International Women’s Day this year was a terrific opportunity to honour the brilliant women working in the pest control industry and motivating the industry to move forward.
There were four presentations covering a range of different topics. First up was Sharon Hughes of from BASF discussing the difference between permanent baiting and long-term baiting. This is something I have no experience with so it was interesting to hear Sharon discuss the complexities between the diverse ways of baiting and the legislation that surrounds the different baits.
Another interesting talk from the Forum was ‘Time flies when you’re counting flies’ from Sophie Thorogood of Edialux. She discussed the diverse species of flies found in pest control and gave tips on how you can identify them correctly. This was full of useful information on fly ID and good to know for everyone, not just pest controllers.
Dr Dini Miller delivered an excellent presentation about the problems with cockroaches in the USA and how the misapplication of integrated pest management has caused the pest to multiply to unimaginable numbers. Her field studies took place in social housing in Virginia and it highlighted that there is a need for a different approach to manage the cockroaches. This assessment-based pest management is a more agile strategy where Dr Miller rotated baits used and adjust the amount of bait applied depending on the severity of the infestation. This reaped excellent results and means that they are more likely to eradicate an infestation. This was a fascinating talk and shows just how much of a need that there is for.
Jette Knudsen, Senior Researcher and chemical ecologist at our partner Nattaro Labs discussed the fascinating subject of chemical ecology in bed bugs and how we can use the findings to manage this pest. Her talk ‘Bed bug chemical ecology: a tool in the battle against bed bugs’ was a deep dive into the bed bug. She looked at what the pest uses to find a host and why bed bugs are a concern and need to be managed when an infestation is discovered.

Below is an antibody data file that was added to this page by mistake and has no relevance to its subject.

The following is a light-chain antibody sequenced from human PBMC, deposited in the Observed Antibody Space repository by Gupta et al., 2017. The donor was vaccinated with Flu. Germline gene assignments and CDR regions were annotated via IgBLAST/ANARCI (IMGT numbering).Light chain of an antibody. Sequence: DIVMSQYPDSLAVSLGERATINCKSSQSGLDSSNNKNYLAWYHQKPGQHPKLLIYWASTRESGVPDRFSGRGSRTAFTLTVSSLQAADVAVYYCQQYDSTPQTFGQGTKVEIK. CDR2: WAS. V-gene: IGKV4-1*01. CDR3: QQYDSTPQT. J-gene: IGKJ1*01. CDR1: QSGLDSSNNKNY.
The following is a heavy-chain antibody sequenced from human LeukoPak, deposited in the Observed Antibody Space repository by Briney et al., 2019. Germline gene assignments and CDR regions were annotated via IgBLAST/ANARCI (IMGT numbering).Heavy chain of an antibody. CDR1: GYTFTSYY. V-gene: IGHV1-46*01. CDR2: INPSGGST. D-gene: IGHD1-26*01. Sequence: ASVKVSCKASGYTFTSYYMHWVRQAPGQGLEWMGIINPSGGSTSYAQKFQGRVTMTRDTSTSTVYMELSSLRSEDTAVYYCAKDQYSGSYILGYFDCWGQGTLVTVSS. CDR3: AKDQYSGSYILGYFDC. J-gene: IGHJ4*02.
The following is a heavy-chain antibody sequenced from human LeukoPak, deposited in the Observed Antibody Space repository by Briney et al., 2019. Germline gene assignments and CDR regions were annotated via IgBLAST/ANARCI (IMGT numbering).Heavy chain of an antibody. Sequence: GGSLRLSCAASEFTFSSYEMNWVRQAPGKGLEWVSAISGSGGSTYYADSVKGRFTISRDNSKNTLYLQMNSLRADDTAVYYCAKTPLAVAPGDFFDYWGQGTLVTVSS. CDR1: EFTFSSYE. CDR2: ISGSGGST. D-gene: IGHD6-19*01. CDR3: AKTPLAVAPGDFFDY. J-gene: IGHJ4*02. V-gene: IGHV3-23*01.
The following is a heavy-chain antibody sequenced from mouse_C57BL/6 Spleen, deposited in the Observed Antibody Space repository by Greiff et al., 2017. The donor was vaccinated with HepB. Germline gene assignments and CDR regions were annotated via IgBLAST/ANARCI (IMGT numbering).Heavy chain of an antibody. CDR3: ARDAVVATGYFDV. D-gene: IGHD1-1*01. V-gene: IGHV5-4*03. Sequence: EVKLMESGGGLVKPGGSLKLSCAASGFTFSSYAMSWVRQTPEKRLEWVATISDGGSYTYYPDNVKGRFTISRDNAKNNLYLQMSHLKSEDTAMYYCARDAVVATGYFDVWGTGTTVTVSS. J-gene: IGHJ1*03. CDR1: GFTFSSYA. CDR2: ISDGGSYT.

Jette highlighted that the aggregation pheromones emitted by bed bugs are one of the most attractive chemical cues and by using this finding creating a lure that emits this pheromone will be an effective way to attract and catch any bed bugs that are in an area.
When artificial aggregation lures were used in a test against a control lure, the aggregation lures attracted significantly more bed bugs than the control lures; proving that the theory worked.
She also looked at the studies conducted by Richard Naylor of The Bed Bug Foundation. The Bed Bud Foundation is a world-leading organisation that specialises in the study and production of bed bugs for dog training and testing.
The bed bug foundation is currently conducting a study on our product InsectoSec tape and will be sharing their findings soon, we are excited to see what they discover!
This digital forum was an excellent information exchange and thoroughly worth a re-watch, find the lectures here: https://www.youtube.com/bpcavideo
I promise that you will discover something that you never knew about pests!